SEDAN A BET­TER FIT FOR SSS

RE­PLACES TI AS TOP LINE MODEL

Western Suburbs Weekly - - Community Drive Way - Chris Ri­ley

MOST peo­ple as­so­ciate the let­ters SSS with the hoon­mo­bile and its big wing from the ‘90s.

This time Nis­san has added a sedan to the mix but it's a more se­date pack­age with none of the boy racer bits.

Don't go dis­miss­ing the SSS out of hand how­ever, be­cause it's got a real spring to its step and is ac­tu­ally very good value for money, with all the per­for­mance you need, plenty of room in the back and a big boot to match.

The new SSS sedan re­places the Ti as the top-of-the-line model, fit­ted out to the same spec but with a turbo en­gine, sports body-kit and rear park­ing sen­sors added. With a five-star safety rat­ing the sedan is priced from $26,990 for the man­ual or $29,290 for the auto and $1000 more than the hatch.

Stan­dard kit in­cludes leather, dual cli­mate air, push but­ton start, xenon head­lights, and au­to­matic op­er­a­tion for the lights but not the wipers or rear view mir­ror. There's also six-speaker au­dio, a 5.8 inch touch­screen that is home for sat­nav and a re­vers­ing cam­era, plus LED run­ning lights, which for some rea­son the hatch misses out on.

The sedan shares its me­chan­i­cals with the hatch.

The 1.6-litre tur­bocharged four cylin­der petrol en­gine de­liv­ers a use­ful 140kW and 240Nm.

It's a big step up from the 96kW and 174Nm that the 1.8 in the Ti pro­duced, par­tic­u­larly in terms of torque, which kicks in at 2000 revs, much ear­lier in the range than the 1.8's 4800 revs.

The SSS is avail­able with a sixspeed man­ual or you can have an auto for an­other $2300.

Be warned how­ever of the CVT va­ri­ety, which may not be to ev­ery­one's lik­ing; it does of­fer man­ual mode though.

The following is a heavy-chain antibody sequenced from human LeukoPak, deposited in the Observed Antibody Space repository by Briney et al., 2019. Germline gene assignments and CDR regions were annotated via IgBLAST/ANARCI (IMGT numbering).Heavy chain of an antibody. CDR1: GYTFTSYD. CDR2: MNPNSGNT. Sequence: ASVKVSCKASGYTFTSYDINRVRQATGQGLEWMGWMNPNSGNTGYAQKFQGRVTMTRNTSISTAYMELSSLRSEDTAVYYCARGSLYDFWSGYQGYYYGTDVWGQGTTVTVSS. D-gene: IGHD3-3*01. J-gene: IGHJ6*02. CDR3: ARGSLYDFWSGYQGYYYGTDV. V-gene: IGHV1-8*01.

The sedan rides on 17 inch al­loys with Con­ti­nen­tal rub­ber and a full size steel spare making it coun­try roads friendly.

With a 52-litre tank, fuel consumption is rated at 7.8 litres/100km (we were get­ting 7.5 af­ter al­most 700km).

The look is un­der­stated and as such the car is likely to have broader ap­peal.

For a small sedan it is larger than it looks with loads of rear legroom, but not at the ex­pense of the boot, which re­mains size­able.

The 1.6-litre four cylin­der en­gine de­liv­ers max­i­mum torque from a low 2000 revs and makes the car pli­able to drive, with­out the need to change gear con­stantly.

Most of the time the tacho hov­ers just above the 2000 mark, keep­ing the en­gine on boost and re­duc­ing dreaded turbo lag.

Put the boot in and the SSS will spin its front wheels off the mark, re­spond­ing ea­gerly to the throt­tle in­put as it rips through the gears.

The man­ual change it­self is sur­pris­ingly easy to use, with a clutch ac­tion that is light and that will ap­peal to all driv­ers.

It is refreshing to see the sat­nav pro­vide a con­stant re­minder of the speed limit, as well as warn­ings for school zones and speed cam­eras.

Ver­dict: The SSS wears its sports hat bet­ter in the guise of a sedan.

With­out the pres­sure of try­ing to be a hot hatch, it sim­ply be­comes a nice drive.

The se­date looks be­lie the SSS's abil­i­ties.

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